There's a reason why so much commerce has moved online in general and to Amazon in particular: We often value price and convenience and oodles of consumer reviews and easy access to competition and related info more than we value meat space salespeople with specialized knowledge laying on personalized sales pressure.

Not always. I drove for three hours to shop for an office chair in a brick and mortar store, because I had to actually try it before paying the big bucks. But often enough to remake the economy.


It's a matter of trust as well.

My parents generation, now in the 70's, has this implicit trust in salespeople. They know "in principle" that there are "bad apples", but if a salesperson shakes their hand, looks them in the eye, and says "Of course Mr. <Insert name>, we'll take care of you", they buy it wholesale. Which is how my dad bought $600 tires for $1800 at a dealership, a $1200 "DSLR camera" which was actually a superzoom point and shoot, a wired phone headset which was actually wireless headphones with no boom, etc.

I have basically zero trust in the "specialized retail stores with specialized sales people". Any time I geek out a little bit about any retail area, I learn the 101 ways they have and do scam you, and my trust erodes further. A specialized expensive shoe store swore my shoes I bought specifically for air travel don't have metal shims in them; of course they do. The electronic stores are never staffed with people who know more than I do, or frequently anything at all other than to push extended warranty. Small car maintenance store I've dealt with regularly for 15 years have turned out to be skimming and scamming once I learned more about their product and service, all the while greeting me warmly by name and "taking care of me". And yes, my dad and his friends still go to them.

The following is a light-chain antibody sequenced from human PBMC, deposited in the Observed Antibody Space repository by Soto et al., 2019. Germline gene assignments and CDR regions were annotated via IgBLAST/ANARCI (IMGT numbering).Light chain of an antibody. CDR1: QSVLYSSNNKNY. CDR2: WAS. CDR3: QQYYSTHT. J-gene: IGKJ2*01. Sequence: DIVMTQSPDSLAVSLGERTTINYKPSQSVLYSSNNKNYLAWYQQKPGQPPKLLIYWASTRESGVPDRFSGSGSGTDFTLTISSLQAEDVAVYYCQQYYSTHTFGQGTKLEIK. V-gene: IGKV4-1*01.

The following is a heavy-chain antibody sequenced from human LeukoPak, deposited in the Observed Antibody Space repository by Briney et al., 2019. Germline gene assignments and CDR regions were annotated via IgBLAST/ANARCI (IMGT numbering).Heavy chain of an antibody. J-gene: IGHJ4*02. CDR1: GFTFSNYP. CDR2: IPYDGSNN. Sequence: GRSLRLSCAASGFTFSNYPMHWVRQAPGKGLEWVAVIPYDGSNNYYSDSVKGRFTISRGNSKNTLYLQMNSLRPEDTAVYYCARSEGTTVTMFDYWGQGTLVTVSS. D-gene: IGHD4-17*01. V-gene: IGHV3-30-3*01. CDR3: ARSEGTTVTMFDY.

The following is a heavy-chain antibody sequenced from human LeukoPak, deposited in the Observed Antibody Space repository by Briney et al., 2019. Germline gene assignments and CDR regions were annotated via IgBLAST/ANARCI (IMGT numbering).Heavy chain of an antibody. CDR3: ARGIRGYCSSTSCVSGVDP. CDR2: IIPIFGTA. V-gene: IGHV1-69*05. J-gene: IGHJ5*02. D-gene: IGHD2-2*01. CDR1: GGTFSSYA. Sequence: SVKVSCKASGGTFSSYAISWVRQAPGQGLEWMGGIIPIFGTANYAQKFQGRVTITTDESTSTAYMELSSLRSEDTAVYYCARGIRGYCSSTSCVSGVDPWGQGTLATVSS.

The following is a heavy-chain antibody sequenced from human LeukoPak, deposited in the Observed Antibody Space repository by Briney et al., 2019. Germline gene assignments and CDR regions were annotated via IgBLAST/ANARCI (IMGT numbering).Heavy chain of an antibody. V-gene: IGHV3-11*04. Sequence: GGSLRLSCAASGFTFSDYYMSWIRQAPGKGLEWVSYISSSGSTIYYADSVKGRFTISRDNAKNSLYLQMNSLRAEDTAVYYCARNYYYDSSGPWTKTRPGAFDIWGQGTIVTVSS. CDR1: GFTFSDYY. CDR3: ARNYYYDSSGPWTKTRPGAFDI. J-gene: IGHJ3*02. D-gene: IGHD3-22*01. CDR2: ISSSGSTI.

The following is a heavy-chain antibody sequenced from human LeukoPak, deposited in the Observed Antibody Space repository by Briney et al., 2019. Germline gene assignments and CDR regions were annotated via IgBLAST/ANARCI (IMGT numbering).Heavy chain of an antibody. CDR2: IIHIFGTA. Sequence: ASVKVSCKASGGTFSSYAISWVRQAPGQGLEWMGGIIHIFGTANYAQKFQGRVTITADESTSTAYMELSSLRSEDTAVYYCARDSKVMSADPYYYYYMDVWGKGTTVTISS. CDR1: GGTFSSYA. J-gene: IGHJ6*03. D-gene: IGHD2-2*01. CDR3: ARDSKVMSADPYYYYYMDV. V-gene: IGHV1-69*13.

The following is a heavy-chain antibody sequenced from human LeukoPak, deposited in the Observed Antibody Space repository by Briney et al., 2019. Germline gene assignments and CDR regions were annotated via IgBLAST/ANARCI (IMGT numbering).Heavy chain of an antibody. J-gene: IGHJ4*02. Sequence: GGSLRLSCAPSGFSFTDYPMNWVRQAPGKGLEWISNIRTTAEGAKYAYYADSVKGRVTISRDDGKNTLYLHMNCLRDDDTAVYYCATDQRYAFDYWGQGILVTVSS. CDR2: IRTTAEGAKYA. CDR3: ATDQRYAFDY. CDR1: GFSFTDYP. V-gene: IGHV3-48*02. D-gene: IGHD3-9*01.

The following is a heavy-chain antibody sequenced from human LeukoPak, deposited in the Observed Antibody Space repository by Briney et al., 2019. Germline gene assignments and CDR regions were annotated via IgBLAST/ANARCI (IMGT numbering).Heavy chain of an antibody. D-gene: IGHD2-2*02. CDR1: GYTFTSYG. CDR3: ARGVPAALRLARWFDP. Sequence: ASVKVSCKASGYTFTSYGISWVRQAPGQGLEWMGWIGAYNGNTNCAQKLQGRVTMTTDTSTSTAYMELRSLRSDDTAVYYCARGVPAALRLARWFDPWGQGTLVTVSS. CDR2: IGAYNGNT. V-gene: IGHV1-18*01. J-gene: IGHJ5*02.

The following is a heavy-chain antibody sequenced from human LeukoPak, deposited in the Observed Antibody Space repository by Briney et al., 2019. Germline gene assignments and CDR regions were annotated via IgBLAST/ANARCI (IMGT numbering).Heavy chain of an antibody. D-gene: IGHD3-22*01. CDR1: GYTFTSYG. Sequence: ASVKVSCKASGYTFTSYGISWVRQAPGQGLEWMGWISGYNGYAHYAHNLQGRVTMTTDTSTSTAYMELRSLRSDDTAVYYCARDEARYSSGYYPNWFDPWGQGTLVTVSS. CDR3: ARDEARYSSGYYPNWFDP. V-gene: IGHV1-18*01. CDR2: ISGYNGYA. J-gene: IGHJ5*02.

So yes, bring on the faceless online warehouse. I feel safer there - or at least, am better equipped to determine fake/counterfeit/exploitative than I am in person. For all the decades that Amazon and the like had to develop methods to scam us, in-person salespeople had centuries, and I ain't winning that game.


In the small business dominated world of 40 years ago trust was a fundamental economic asset. A bad seller would immediately get a bad reputation and it would be known around the community. People trusted each other because that's how society has worked for millennia, to the point of tribalism, we are never allowed to scam "our" people for we might be ostracized and literally be in mortal peril outside the tribe. A handshake and a look in the eye says: "I'm staking my family's livelihood on this".